Clinical Laboratory Tests Offer Line of Defense Against Colorectal Cancer
America’s clinical laboratories play a critical role in the prevention and detection of colorectal cancer, as well as in the identification and monitoring of appropriate therapies. Colorectal cancer is the second deadliest cancer in the United States affecting both men and women. This Colorectal Cancer (CRC) Awareness Month, ACLA adds its voice to those raising awareness of CRC and is highlighting the value of non-invasive screening and diagnostic tests performed by clinical laboratories.
In 2019, the U.S. Centers for Disease Control and Prevention (CDC) reported 142,462 new cases of CRC in the United States alone. Fortunately, increased screening has led to a 25.5 percent reduction in CRC incidence and a 52.4 percent reduction in CRC deaths between 2000 and 2015.
It is estimated that one in three adults are not up to date with the CDC’s recommended screening guidelines for CRC. In fact, over 75 percent of people who died from CRC did not receive a recommended screening test. Most people should begin screening for CRC at age 45, then continue screening at regular intervals. Some individuals should be screened earlier, especially if they have an inflammatory bowel disease, family history of CRC, or a genetic syndrome such as familial adenomatous polyposis (FAP) or hereditary non-polyposis colorectal cancer (Lynch syndrome).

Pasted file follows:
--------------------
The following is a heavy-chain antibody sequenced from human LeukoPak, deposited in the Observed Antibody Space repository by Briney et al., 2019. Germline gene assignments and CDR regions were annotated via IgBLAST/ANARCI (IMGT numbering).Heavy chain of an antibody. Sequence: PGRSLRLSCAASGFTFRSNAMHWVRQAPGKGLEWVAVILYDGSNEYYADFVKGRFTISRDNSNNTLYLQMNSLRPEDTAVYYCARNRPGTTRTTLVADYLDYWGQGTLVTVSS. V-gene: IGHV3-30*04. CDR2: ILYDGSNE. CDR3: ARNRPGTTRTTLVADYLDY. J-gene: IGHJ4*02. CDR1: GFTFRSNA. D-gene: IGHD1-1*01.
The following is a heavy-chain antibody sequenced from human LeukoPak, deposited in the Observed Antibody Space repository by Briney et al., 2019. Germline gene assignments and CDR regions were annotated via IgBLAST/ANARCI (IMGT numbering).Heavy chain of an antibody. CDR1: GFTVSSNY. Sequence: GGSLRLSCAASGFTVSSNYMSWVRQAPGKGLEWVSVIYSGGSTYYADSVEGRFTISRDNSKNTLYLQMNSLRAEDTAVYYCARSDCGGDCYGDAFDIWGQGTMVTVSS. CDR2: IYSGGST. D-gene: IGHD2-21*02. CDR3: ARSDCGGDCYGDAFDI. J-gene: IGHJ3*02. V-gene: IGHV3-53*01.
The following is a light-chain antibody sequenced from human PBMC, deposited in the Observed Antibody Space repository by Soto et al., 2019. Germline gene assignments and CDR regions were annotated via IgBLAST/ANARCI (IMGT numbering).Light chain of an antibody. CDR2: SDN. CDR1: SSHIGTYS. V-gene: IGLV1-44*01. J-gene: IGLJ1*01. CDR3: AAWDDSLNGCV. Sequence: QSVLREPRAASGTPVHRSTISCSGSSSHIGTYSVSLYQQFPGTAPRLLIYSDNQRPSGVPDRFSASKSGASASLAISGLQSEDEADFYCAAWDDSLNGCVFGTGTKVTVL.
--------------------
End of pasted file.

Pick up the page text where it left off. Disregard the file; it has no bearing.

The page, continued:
Colorectal cancer screening through clinical laboratory tests is very effective and paramount to determining patient care pathways. For patients diagnosed with CRC, laboratory-run genetic tests can help identify the right medication and guide disease management decisions. Identification of disease-causing genetic variants can guide further testing and diagnosis of individuals with a family history of certain inherited disorders leading to CRC.
Clinical laboratory tests, including recent innovations such as DNA-based stool or blood sample tests, help identify CRC in its earliest stages, when it is most treatable. Laboratory tests work to detect the disease in different ways:
- The fecal immunochemical test (FIT) looks for blood hidden in the stool
- The guaiac-based fecal occult blood test (gFOBT) generates a chemical reaction to find blood hidden in the stool
- A stool DNA test looks for abnormal sections of DNA from cancer or polyp cells as well as for hidden blood
- A test can detect signs of CRC via molecular material in a blood sample.
Patients should follow the screening interval recommendations for the type of test they use.
Clinical laboratories are making a difference saving and improving lives. By encouraging patients to receive their recommended screenings — either through non-invasive laboratory tests or endoscopic methods — and enabling clinicians to personalize CRC treatment through specialized laboratory testing, we can make strides toward significantly reducing incidence and death from CRC.
For more information about colorectal cancer, visit https://www.cdc.gov/cancer/colorectal/index.htm.
 Centers for Disease Control & Prevention, https://gis.cdc.gov/Cancer/USCS/#/AtAGlance/
 Levin, T. R., Corley, D. A., Jensen, C. D., Schottinger, J. E., Quinn, V. P., Zauber, A. G., … & Doubeni, C. A. (2018). Effects of organized colorectal cancer screening on cancer incidence and mortality in a large community-based population. Gastroenterology, 155(5), 1383-1391.
 Centers for Disease Control & Prevention, https://www.cdc.gov/cancer/colorectal/index.htm.